You just keep propping up the crumbling statue of some fake guy, which you glued together from ideas of how you’re supposed to be, and what you’re supposed to know.

It’s not real.

Smash the statue. And smash the pedestal you’ve been trying to pretend you’re standing on.

You are so wonderfully ignorant of how fucking beautiful you really are.

Though that’s not a mistake.

 

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ABOUT THE AUTHOR
Ewan Townhead

I hope you enjoyed the article. If you're interested further in my work, you can find out more about me here, and my coaching here.

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  1. Avatar

    I love this Ewan! Saying, and admitting ‘I don’t know’ is so powerful. I often find though that when I use it others judge it as negative – for example when I was more nomadic than I am now I’d be asked ‘where are you staying next?’ if I answered ‘I don’t know’, they’d assume this was bad, or a problem rather than a statement of fact. If I have an intention, or vision of something I’d love to create and someone asks me how I’m going to make it happen and I reply ‘I don’t know’, it’s frequently taken as a negative statement… even though I know I don’t have to know…. but when I opt for stating this to myself as well as to anyone else it can be with such a relief that often things start to change in that moment. Thank you.

    Reply
    • Ewan Townhead

      Exactly. It’s just a cultural blind-spot that says ignorance is undesirable. But we internalize those voices. And think it’s us that doesn’t want to say it. It’s not. It’s us that DOES want to say it, and all the rest is judgemental chatter.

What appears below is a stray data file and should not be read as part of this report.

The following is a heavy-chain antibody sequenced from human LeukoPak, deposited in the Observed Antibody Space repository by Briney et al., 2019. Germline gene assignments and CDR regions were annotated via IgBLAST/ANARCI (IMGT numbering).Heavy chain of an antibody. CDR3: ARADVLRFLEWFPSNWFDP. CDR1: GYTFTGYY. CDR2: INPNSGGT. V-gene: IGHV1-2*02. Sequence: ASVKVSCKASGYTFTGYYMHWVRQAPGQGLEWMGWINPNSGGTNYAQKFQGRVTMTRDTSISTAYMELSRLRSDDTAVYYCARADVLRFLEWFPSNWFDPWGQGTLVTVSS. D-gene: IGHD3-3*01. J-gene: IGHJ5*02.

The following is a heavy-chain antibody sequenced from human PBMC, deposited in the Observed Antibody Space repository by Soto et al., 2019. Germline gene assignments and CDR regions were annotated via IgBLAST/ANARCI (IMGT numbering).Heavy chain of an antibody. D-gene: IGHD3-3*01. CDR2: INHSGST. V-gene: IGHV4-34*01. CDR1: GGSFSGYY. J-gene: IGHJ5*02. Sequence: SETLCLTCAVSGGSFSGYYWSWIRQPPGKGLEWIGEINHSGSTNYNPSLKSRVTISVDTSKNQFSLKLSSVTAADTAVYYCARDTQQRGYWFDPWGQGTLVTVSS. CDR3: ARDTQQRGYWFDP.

Reply
  2. Avatar

    Love this post, Ewan! And…what is very clear to me is that the Spiritual Realm is part of every realm, just unrecognized and not Realized. I’ve begun, finally, to realize that a lot of my writing is for Future Time… Love to have you read the one for this week (to be posted Monday) called “The Trimesters of Our Lives” on our new website http://www.CalledByLoveInstitute.com. For me, it is a clear example of something written for Future Time.

    Reply
    • Ewan Townhead

      Post the link when it’s live dear one.

      I’ve been thinking about time frames a lot recently. Both how as my time-horizon expands to greater swathes of time, so my present moment awareness deepens. And how when put in the context of “life’s work”, failure becomes irrelevant (because it’s inevitable) and curiosity and expression become paramount.

      Reply
  3. Avatar

    Wow! Gems of wisdom in this post.
    It’s the belief in a concrete “I” that gets us into trouble. When we believe that we have a permanent sense of self, we forget that this is an illusion. We separate, feel non-connected and must prove, as an individual, that”I know the answer”. The root of this concrete “I” is the delusion of self-cherishing. It’s a sense of entitlement, and is detrimental to our feeling connected to others.

    Ewan, I love your thinking in regards to coaching. You have great reminders. Thanks for sharing. 🙂

    Reply
    • Ewan Townhead

      You’re so welcome.

      Reply
  4. Avatar

    I remember that day Ewan. Great lesson and great blog. I have shared.

    Reply
    • Ewan Townhead

      Ah! I’d forgotten you were there. Quite a moment.

      Reply
      • Avatar

        It was a good day!
        I have a dream that our politicians will learn to say “I don’t know” in a way that will open up real collective inquiry into how to find solutions rather than just try to get one over on each other. 🙂 I suspect many of them will have to climb the spiral a little before that can happen though 🙂

        Reply
  5. Avatar

    What a beautifully written piece. I was directed to it by my good friend and colleague Gaston Schmitz. I would love to re-publish your thoughts on this, fully attributed with links, on my own blog one day. Let me know if this would be OK with you. Really wonderful writing.

    Reply